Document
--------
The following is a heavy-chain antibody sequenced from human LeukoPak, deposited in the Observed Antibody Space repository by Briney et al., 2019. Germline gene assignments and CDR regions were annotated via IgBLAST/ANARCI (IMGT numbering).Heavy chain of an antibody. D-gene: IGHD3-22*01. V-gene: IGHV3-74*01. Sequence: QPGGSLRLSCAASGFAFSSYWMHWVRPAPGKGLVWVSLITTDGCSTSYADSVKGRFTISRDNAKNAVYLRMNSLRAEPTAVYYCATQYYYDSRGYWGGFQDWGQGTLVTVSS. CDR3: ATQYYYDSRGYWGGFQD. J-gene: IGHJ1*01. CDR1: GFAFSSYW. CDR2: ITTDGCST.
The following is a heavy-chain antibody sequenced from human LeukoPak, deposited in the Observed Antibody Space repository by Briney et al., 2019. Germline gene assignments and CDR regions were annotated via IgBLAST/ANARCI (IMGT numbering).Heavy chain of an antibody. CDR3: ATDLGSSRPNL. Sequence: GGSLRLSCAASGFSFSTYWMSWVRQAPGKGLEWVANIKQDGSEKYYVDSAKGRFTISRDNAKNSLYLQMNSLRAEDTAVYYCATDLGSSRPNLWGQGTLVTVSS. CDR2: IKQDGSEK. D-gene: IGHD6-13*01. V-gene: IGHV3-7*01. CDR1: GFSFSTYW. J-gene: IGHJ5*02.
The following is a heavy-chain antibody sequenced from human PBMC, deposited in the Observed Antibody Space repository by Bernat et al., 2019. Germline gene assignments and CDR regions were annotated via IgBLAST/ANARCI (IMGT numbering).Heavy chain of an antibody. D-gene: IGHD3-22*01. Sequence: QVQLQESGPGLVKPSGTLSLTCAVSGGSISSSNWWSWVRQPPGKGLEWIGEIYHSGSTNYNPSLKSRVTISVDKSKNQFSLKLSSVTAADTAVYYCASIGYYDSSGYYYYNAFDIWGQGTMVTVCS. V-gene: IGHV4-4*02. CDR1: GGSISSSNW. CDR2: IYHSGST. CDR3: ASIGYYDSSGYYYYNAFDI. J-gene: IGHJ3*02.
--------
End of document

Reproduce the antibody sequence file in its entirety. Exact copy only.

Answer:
The following is a heavy-chain antibody sequenced from human LeukoPak, deposited in the Observed Antibody Space repository by Briney et al., 2019. Germline gene assignments and CDR regions were annotated via IgBLAST/ANARCI (IMGT numbering).Heavy chain of an antibody. D-gene: IGHD3-22*01. V-gene: IGHV3-74*01. Sequence: QPGGSLRLSCAASGFAFSSYWMHWVRPAPGKGLVWVSLITTDGCSTSYADSVKGRFTISRDNAKNAVYLRMNSLRAEPTAVYYCATQYYYDSRGYWGGFQDWGQGTLVTVSS. CDR3: ATQYYYDSRGYWGGFQD. J-gene: IGHJ1*01. CDR1: GFAFSSYW. CDR2: ITTDGCST.
The following is a heavy-chain antibody sequenced from human LeukoPak, deposited in the Observed Antibody Space repository by Briney et al., 2019. Germline gene assignments and CDR regions were annotated via IgBLAST/ANARCI (IMGT numbering).Heavy chain of an antibody. CDR3: ATDLGSSRPNL. Sequence: GGSLRLSCAASGFSFSTYWMSWVRQAPGKGLEWVANIKQDGSEKYYVDSAKGRFTISRDNAKNSLYLQMNSLRAEDTAVYYCATDLGSSRPNLWGQGTLVTVSS. CDR2: IKQDGSEK. D-gene: IGHD6-13*01. V-gene: IGHV3-7*01. CDR1: GFSFSTYW. J-gene: IGHJ5*02.
The following is a heavy-chain antibody sequenced from human PBMC, deposited in the Observed Antibody Space repository by Bernat et al., 2019. Germline gene assignments and CDR regions were annotated via IgBLAST/ANARCI (IMGT numbering).Heavy chain of an antibody. D-gene: IGHD3-22*01. Sequence: QVQLQESGPGLVKPSGTLSLTCAVSGGSISSSNWWSWVRQPPGKGLEWIGEIYHSGSTNYNPSLKSRVTISVDKSKNQFSLKLSSVTAADTAVYYCASIGYYDSSGYYYYNAFDIWGQGTMVTVCS. V-gene: IGHV4-4*02. CDR1: GGSISSSNW. CDR2: IYHSGST. CDR3: ASIGYYDSSGYYYYNAFDI. J-gene: IGHJ3*02.